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How can a Small Fashion Brand commit to being zero waste??
After listening to the common threads podcast discussion zero-waste. I wanted to open up more into our process and how we ensure sustainability is a factor in the whole process.
Who made your clothes? Oh… I did. Ongoing with our #shoptransparent campaign.
When we are designing a new garment for Daines Atelier we are really focused on ensuring that the garment is timeless, oversized and designed with zero waste in mind. As a result, You will notice that a lot of our garments are not right fitting. This is because we want to use as much material as possible from our remnant pieces.
I always design with the material I gravitate towards. Whether it be a corduroy, Jersey or cotton.
All of our materials are sourced locally from second-hand shops, by donation or from reliable UK based fabric retailers selling deadstock online.
Our search is focused on quality. We want materials which we know will be durable, easy to wash/clean and with as little damage as possible.
Our favourite thing about fabric sourcing is hunting for materials with little unique details on the selvedge, writing from previous manufactures or even the labelling.
Creating the Pattern
The pattern is designed with straight edges in mind, to get the most out of our materials and their details. We also ensure that our designs can be easily changed for sizing, length or to be adaptable into a new pattern. We want to minimise waste as much as possible.
Sizing is done by grading on the pattern so that we are not wasting paper resources. Everything we make will end up being to different size specifications because the sizing is based around the size of initial materials.
Cutting Out the garment
Everything is done in house at our silk mill premise. A common feature of a Daines Atelier garment is the panelling which comes from remnant materials. A garment becomes a puzzle alongside it’s original patterning and design. The pattern is chalked onto the material and the panelling is built up. Alongside it gets sewn together.
When cutting out we keep any selvedge edges or strange shapes which are already cut into the material. This is seen as a celebration of craftmanship.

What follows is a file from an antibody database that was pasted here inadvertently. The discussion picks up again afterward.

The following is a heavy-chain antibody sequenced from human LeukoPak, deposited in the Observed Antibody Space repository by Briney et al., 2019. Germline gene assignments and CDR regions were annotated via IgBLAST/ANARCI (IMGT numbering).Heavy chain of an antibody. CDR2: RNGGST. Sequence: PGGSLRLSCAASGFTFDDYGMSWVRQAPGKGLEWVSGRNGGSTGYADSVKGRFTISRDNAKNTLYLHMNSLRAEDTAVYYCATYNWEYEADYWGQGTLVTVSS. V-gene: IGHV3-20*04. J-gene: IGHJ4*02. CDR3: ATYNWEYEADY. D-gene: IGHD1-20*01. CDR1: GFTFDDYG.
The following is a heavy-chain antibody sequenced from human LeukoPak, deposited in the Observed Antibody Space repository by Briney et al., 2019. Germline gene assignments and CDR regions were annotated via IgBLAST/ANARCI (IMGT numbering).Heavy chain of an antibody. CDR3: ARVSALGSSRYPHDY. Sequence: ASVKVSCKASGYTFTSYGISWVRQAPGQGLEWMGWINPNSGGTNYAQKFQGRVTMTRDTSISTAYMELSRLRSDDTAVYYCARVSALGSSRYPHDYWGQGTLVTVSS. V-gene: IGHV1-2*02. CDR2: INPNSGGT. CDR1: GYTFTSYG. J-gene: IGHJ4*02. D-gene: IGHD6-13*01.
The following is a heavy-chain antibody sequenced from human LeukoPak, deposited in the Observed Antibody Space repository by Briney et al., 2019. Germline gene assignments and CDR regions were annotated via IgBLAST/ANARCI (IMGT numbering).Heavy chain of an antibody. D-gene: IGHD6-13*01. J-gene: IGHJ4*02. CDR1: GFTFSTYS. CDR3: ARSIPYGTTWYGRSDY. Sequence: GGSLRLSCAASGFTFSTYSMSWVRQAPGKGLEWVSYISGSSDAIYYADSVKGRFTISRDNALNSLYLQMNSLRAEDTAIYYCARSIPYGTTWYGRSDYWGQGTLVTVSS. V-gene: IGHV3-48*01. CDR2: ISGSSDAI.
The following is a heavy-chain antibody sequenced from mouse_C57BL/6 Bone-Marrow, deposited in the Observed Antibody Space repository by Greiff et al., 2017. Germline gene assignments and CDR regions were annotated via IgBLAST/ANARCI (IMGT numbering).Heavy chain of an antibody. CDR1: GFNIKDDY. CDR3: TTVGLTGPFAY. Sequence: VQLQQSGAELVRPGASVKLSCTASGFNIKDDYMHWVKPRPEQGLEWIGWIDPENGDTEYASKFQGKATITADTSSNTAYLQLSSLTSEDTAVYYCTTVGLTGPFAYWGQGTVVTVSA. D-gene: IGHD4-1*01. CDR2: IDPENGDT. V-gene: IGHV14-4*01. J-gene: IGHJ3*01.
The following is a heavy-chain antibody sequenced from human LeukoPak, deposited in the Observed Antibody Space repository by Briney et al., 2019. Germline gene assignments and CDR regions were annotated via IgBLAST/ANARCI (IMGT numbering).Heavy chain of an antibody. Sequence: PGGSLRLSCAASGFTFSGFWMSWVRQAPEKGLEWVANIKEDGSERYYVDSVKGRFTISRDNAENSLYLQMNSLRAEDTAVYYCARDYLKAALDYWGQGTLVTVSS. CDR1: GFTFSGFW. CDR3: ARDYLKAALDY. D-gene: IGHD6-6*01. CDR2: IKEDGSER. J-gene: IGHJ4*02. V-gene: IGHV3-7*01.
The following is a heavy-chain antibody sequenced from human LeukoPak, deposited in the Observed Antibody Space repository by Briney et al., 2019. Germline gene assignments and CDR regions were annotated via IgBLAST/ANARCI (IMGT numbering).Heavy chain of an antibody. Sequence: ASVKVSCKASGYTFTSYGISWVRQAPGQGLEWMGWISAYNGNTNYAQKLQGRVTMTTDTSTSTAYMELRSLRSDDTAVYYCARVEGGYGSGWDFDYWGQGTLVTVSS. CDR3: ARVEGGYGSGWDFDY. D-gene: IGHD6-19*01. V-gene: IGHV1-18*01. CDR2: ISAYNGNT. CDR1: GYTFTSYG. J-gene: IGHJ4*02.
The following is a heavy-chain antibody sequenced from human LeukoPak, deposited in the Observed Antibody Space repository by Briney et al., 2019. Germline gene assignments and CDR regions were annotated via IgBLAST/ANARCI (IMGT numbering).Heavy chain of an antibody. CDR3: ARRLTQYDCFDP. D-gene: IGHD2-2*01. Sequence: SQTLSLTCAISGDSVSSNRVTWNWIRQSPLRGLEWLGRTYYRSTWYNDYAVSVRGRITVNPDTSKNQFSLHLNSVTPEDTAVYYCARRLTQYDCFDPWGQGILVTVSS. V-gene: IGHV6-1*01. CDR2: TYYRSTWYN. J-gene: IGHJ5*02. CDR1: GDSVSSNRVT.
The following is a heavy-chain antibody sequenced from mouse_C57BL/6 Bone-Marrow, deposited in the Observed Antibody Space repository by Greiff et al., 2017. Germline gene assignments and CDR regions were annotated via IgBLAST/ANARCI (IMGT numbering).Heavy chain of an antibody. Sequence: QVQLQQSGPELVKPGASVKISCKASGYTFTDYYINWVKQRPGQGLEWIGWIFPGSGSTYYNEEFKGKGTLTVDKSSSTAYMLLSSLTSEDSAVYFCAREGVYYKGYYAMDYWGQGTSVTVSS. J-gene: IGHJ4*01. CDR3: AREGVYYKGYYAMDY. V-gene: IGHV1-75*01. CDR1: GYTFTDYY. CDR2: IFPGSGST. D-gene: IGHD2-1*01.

Sewing the garments together.
Typically garments are overlooked and then straight stitched together. Using such a variety of different materials and having such random panelling, calls for a straightforward approach.
We are unable to do a testing approach on what seems should be used due to a lack of fabric resource with the garment. This is so that we can ensure it’s zero waste.
We use reclaimed sewing threads. This is why you will notice an irregularity for the thread colours inside. Although a palette in keeping with the chosen fabric is kept.
A lot of time and care is taken to enduring that the finished product has a quality and long lasting finish.
Before any of the labels are sewn onto the garments, a final check is undergone to ensure that everything is beautifully together. there’s no loose threads and the garment fits well. We also measure the garment for size.
The name of the garment is decided based upon inspiration. Also, what the materials of the fabric reminds us all of.
Your Guarantee with every Daines Atelier Garment.
With every Daines Atelier garment it is guaranteed to be one-of-a-kind. Using reclaimed remnants and vintage materials means that we only make one.
The uniqueness of something sustainable with it’s process. to only have one in stock is something which is rarely seen. There is also a guarantee of local craftsmanship and care.